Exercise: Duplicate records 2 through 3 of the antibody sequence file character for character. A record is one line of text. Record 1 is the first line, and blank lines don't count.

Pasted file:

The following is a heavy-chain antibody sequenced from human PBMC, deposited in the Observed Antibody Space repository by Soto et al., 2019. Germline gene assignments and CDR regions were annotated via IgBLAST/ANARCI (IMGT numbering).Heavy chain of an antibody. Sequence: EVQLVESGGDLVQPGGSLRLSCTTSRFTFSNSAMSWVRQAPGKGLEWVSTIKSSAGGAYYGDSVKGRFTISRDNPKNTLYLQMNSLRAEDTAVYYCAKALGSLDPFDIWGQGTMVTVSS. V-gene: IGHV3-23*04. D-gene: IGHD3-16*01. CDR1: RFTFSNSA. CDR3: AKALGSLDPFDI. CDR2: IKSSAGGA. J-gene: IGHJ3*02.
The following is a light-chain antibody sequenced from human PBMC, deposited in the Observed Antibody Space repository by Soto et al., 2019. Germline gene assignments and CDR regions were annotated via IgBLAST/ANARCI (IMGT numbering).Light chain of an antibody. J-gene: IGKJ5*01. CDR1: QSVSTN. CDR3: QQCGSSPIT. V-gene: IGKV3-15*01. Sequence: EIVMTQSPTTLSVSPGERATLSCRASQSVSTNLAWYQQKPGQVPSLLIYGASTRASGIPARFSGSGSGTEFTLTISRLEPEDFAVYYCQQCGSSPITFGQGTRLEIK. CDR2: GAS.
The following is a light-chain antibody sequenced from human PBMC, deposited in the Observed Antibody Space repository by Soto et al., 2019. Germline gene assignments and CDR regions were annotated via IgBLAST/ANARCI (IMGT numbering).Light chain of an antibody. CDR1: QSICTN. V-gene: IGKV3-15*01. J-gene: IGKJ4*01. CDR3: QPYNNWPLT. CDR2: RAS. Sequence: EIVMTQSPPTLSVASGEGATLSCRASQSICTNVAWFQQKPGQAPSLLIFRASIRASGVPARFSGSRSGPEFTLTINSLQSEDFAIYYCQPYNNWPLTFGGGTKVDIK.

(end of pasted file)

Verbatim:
The following is a light-chain antibody sequenced from human PBMC, deposited in the Observed Antibody Space repository by Soto et al., 2019. Germline gene assignments and CDR regions were annotated via IgBLAST/ANARCI (IMGT numbering).Light chain of an antibody. J-gene: IGKJ5*01. CDR1: QSVSTN. CDR3: QQCGSSPIT. V-gene: IGKV3-15*01. Sequence: EIVMTQSPTTLSVSPGERATLSCRASQSVSTNLAWYQQKPGQVPSLLIYGASTRASGIPARFSGSGSGTEFTLTISRLEPEDFAVYYCQQCGSSPITFGQGTRLEIK. CDR2: GAS.
The following is a light-chain antibody sequenced from human PBMC, deposited in the Observed Antibody Space repository by Soto et al., 2019. Germline gene assignments and CDR regions were annotated via IgBLAST/ANARCI (IMGT numbering).Light chain of an antibody. CDR1: QSICTN. V-gene: IGKV3-15*01. J-gene: IGKJ4*01. CDR3: QPYNNWPLT. CDR2: RAS. Sequence: EIVMTQSPPTLSVASGEGATLSCRASQSICTNVAWFQQKPGQAPSLLIFRASIRASGVPARFSGSRSGPEFTLTINSLQSEDFAIYYCQPYNNWPLTFGGGTKVDIK.